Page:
Thankfully, things very much take an upward swing from here via some wonderful observational humour, such as the difficulties of being short-changed at a cash register against ruining the hapless employee's day, or even his career maybe.  Then there's that awkward moment when you have to extract something that's stuck in a tree, which eventually boils down to throwing even more things at it and hoping that they don't also become lodged in its branches.  The rest of the episode sees a birthday treat go decidedly awry, the horrors of an accurate horoscope and the trouble with insects, before our high school girls round things off by being overly competitive and getting entirely the wrong idea when it comes to shortening skirts.

Overall, this week's Daily Lives of High School Boys was a bit of a mixed bag - an improvement over last week's episode with at least a couple of genuinely good sketches to make up for some of its weaker content.  Again, those weaknesses tend to come from repetition above all else - I'd be the first to admit that teenage boys are always over-reliant on physicality in terms of both self-expression and comedy, but such slapstick is only funny so many times when... well, when you're a grown-up basically.  Despite such qualms however, the series remains worth watching for those moments where it breaks out into some great observational comedy, which is more than enough to keep things ticking over.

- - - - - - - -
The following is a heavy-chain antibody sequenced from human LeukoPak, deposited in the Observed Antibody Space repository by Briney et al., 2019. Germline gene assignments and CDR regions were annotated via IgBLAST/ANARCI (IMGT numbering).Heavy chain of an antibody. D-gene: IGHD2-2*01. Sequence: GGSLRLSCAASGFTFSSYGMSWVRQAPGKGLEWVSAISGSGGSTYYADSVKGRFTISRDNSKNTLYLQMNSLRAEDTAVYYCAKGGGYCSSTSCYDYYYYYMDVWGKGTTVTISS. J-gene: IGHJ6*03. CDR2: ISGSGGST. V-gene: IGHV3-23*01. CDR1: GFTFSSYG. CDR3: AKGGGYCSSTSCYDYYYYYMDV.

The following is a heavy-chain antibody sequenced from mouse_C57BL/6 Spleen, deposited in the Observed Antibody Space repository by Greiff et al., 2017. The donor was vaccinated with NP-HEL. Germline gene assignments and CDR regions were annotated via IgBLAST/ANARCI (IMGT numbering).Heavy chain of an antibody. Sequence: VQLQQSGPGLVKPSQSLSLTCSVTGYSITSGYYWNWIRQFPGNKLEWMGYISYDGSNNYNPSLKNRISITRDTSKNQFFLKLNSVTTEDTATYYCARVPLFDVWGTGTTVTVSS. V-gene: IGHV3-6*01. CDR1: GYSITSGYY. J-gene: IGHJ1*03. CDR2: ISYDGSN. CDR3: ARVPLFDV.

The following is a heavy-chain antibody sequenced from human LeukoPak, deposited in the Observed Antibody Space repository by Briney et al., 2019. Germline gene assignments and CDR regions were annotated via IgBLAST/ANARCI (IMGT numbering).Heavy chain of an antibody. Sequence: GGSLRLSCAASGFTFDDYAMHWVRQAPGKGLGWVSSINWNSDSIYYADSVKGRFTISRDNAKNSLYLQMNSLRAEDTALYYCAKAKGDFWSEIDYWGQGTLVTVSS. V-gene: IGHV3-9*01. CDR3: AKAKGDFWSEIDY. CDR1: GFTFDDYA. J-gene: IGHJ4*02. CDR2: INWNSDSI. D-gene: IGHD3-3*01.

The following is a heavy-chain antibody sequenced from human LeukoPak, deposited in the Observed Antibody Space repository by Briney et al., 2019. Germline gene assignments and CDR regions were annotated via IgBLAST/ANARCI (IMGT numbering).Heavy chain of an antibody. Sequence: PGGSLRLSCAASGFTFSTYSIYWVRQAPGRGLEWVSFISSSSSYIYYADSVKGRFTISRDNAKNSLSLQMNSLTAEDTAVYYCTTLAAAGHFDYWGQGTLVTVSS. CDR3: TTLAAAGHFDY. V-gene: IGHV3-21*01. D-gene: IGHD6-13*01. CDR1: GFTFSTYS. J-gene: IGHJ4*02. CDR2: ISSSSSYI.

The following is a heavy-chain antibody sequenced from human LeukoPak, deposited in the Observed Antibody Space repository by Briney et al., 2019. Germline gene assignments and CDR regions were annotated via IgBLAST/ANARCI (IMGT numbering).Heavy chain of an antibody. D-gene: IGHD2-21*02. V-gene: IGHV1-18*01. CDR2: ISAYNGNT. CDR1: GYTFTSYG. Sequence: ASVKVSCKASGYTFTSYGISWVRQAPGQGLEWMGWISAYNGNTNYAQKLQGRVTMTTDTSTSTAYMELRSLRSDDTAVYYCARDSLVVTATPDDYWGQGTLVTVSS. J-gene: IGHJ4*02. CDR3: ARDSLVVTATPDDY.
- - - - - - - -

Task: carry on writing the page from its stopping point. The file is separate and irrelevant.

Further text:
Bakuman Season 2 - Episode 21

The time for bumbling along with their current work is over, as Ashirogi Muto succeed in getting their way and having Tanto ceased, under the proviso that they provide a work suitable for serialisation, and surpassing Nizuma no less, in the next six months.

While wrapping up Tanto is easy enough, and with everybody from Miyoshi through to the duo's assistants on-board with their decision (even if it makes for some uncomfortable financial home truths), the question is simple - what next for Ashirogi Muto?  Sirprisingly enough, it's Miura who comes up with what seems to be a great idea - an extension of their previous Money and Intelligence project, but with the addition of appearance to its system where such traits can be traded to the highest bidder.  It sounds fantastic (Hell, I'd love to see it), and both Takagi and Mashiro are thrilled with their finished work, meaning that it will surely....